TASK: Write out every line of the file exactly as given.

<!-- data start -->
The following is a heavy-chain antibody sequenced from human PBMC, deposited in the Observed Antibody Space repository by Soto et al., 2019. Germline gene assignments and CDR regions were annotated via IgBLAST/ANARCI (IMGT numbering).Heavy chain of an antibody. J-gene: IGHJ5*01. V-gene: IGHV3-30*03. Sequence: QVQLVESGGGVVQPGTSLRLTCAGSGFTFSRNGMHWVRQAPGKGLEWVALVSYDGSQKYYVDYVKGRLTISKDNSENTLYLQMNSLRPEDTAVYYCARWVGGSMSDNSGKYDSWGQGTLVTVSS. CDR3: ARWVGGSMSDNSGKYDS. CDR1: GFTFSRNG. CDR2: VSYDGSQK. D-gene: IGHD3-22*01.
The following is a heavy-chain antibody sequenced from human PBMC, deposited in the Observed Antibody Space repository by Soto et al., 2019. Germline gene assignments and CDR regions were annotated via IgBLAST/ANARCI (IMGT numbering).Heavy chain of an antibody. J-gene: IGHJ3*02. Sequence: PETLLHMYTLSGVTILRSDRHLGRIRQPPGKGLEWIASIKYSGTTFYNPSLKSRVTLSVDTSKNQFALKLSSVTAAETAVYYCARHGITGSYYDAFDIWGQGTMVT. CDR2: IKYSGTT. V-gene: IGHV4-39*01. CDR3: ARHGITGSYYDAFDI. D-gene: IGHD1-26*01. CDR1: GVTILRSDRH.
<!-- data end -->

The following is a heavy-chain antibody sequenced from human PBMC, deposited in the Observed Antibody Space repository by Soto et al., 2019. Germline gene assignments and CDR regions were annotated via IgBLAST/ANARCI (IMGT numbering).Heavy chain of an antibody. J-gene: IGHJ5*01. V-gene: IGHV3-30*03. Sequence: QVQLVESGGGVVQPGTSLRLTCAGSGFTFSRNGMHWVRQAPGKGLEWVALVSYDGSQKYYVDYVKGRLTISKDNSENTLYLQMNSLRPEDTAVYYCARWVGGSMSDNSGKYDSWGQGTLVTVSS. CDR3: ARWVGGSMSDNSGKYDS. CDR1: GFTFSRNG. CDR2: VSYDGSQK. D-gene: IGHD3-22*01.
The following is a heavy-chain antibody sequenced from human PBMC, deposited in the Observed Antibody Space repository by Soto et al., 2019. Germline gene assignments and CDR regions were annotated via IgBLAST/ANARCI (IMGT numbering).Heavy chain of an antibody. J-gene: IGHJ3*02. Sequence: PETLLHMYTLSGVTILRSDRHLGRIRQPPGKGLEWIASIKYSGTTFYNPSLKSRVTLSVDTSKNQFALKLSSVTAAETAVYYCARHGITGSYYDAFDIWGQGTMVT. CDR2: IKYSGTT. V-gene: IGHV4-39*01. CDR3: ARHGITGSYYDAFDI. D-gene: IGHD1-26*01. CDR1: GVTILRSDRH.